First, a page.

The vigour with which Hillary Clinton is being reviled and despised by much of the population of the United States is to say the least a little troubling. American elections are, as well they should be, fought energetically, but when has an American election been fought with such spite and venom?
A flick through my Facebook feed, including as it does a decent number of Americans of, roughly, my age reveals a quite astonishing animus towards Clinton. The simple, most obvious, reason, is that she is, as you may have noticed, a woman, but there’s a lot more to the bile and hatred directed her way than simple misogyny.
It’s hard to deny that a large part of the hatred directed toward Clinton is, indeed, good old-fashioned sexism. Bigotry has long been the undercurrent that drives much of American society, and it has long taken many forms, but we’ve only really seen it speak its name in the last decade or two. The normalisation of American bigotry started when the Democrats began the process of anointing Barack Obama, and that simply wouldn’t do — the presidency, let’s face it, is the property, the manifestly destined right, of good, God-fearing Christian white men. And then along comes one of them there negroes, thinking he’s going into the White House? That simply wouldn’t do, but then, neither would the out-and-out racism that bubbles under the surface of much of American discourse but which usually has the courtesy, or at least the common sense, to keep quiet. So rather than have the decency to admit that they couldn’t stand the thought of a black president, many Americans started to question another pillar of their expectations for a president — the “God-fearing Christian” bit — and, setting aside the fact that Obama has been a church-goer much of his life, painted him as a Muslim. Because while racist bigots know to keep their mouths shut, while polite American society knows to condemn racial bigotry, religious bigotry is still tolerable in America — them terrrrrists are all Mohammedans, after all, ain’t they, which means, ipso facto, that them Mohammedans ain’t to be trusted now, are they, ‘cos they’re all terrrrists, ain’t they? Toss in some bullshit about him being ineligible for the presidency because he was born in Kenya (wrong on a whole Internet’s worth of levels, starting with the fact that he wasn’t born in Kenya and then moving through the fact that, even had he been, he’d still have been more eligible for the presidency than John McCain, but that’s a whole and entire other story…), and you’ve got a nice little way of discrediting the black man without ever actually having to point out that the reason you don’t like him is simply that you’re a racist. And now that we’ve got bigotry firmly established as a guiding force in politics (hardly new — how the hell did a Catholic ever get elected?), it’s not a huge surprise that sexist bigotry is making a disappointing number of people detest a major-party candidate simply because of one of her twenty-third chromosomes.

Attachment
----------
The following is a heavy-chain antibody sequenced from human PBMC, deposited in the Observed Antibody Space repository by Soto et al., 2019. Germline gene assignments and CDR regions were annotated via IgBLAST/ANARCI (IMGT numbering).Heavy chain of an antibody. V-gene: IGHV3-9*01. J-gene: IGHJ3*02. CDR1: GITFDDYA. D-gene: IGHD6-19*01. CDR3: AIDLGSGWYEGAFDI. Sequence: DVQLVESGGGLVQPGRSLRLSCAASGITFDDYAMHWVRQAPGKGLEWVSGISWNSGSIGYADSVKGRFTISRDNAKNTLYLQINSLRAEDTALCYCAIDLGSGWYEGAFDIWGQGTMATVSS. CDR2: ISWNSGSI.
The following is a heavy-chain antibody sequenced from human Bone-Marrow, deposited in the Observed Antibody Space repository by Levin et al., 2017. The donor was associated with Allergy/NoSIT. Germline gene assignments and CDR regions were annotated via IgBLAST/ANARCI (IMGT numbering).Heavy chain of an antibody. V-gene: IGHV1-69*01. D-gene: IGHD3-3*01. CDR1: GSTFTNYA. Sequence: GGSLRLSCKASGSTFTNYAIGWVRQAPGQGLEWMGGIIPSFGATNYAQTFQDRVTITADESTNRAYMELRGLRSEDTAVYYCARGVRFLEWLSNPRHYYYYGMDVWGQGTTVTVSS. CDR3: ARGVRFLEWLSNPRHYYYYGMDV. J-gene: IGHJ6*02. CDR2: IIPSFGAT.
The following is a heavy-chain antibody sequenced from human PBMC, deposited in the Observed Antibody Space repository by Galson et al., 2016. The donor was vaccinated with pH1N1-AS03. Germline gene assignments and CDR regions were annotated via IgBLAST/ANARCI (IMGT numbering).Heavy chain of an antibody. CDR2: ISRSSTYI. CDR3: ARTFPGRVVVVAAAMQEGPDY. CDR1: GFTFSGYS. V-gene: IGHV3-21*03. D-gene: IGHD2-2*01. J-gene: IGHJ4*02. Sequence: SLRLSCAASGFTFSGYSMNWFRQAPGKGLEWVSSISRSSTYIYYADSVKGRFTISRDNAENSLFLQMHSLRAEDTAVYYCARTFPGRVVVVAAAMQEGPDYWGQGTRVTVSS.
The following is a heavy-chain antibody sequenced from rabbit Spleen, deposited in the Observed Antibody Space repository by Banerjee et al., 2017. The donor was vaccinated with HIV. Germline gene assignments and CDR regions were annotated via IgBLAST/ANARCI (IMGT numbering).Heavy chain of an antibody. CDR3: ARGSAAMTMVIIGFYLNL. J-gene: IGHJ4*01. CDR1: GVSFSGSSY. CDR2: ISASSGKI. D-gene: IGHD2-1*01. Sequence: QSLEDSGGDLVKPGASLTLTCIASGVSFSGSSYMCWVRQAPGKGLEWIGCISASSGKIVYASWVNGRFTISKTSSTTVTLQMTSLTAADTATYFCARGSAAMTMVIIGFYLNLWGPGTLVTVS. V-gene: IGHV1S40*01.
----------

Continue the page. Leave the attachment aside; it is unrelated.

But that’s only part of what’s profoundly broken in the discourse surrounding the current electoral fiasco. Much of the rest of the blame has to be placed squarely on the shoulders of the orange-faced gibbon opposing Clinton. Donald Trump, the bizarre, petulant, ignorant manchild that somehow Republican voters thought should be their nominee for president, has lowered the tone of discourse surrounding this election so far down into the gutter that it’s starting to terrify the clowns that usually live in the sewers. He’s a hateful little man, a frustrated little bundle of anger and hatred with very little about which to be angry. A born winner of life’s lottery in many ways, he has one toy he’s still not been given, and he wants it so terribly badly, so he’s willing to fight a very ugly fight to get it, and woe betide any poor bugger who gets in his way. He’s lived a life as charmed as any until now, getting away with, well, not murder as far as we’re aware but a catalogue of other sins. He’s clearly a despicable businessman, and the details of his personal life that are revealing themselves of late show us that his reprehensibility extends far beyond the boardroom. What should be, and what has been in previous years, a civil and civilised process in which grown-ups challenge each other’s conflicting views in a grown-up way has been turned by a presence so toxic that even his hair looks like it has to be cemented to his head to stop it from escaping. Trump has so lowered the level of the discourse that “I simply can’t agree with Clinton’s policies and I cannot accept that she is the right person for the presidency” has become “I hate Crooked Hilary.” What’s terrifying about this, of course, is not so much that Trump’s rhetoric is both infantile and offensive, and more that he’s managed to set the tone of the national conversation about his opponent at this level.
I have little love for Hillary Clinton. She’s the latest in a long line of entitled famous people and part of yet another American political dynasty. But the campaign that Donald Trump has run lacks even the most basic, fudamental rudiments of polite intercourse. It’s fine to disagree with Clinton, but the profound ugliness of Trump’s rhetoric is less than she deserves, and the spiteful nastiness of his campaign has denied Americans the opportunity to have an intelligent debate about the future of the country. And, having allowed Trump to drag the national debate down to his infantile level, America has embarrassed itself in front of the rest of the world, and it should be thoroughly ashamed of itself.
Legend is not a nice film — no film that tells the story of the Kray twins, Ronnie and Reggie, could ever reasonably hope to be.
Instead, what Legend manages to be is both brutally violent and extraordinarily entertaining at the same time. Tom Hardy is outstanding as both Reggie and Ronnie, finding depth in the differences between the brothers. Ronnie, the truly insane twin, a mouth-breathing paranoid schizophrenic who, in Hardy’s portrayal, seems to find joy and release in his violence, is depicted as a man-child, a thoroughly dangerous individual who fails fully to understand the enormity of his acts. Reggie, on the other hand, is played by Hardy as a more straightforward sociopath, a truly nasty man who will hurt whomever he needs to in the cause of advancing his own interests. It’s a truly fantastic performance, one that’s likely to see Tom Hardy wearing a dinner suit in Hollywood in January waiting to hear his name called.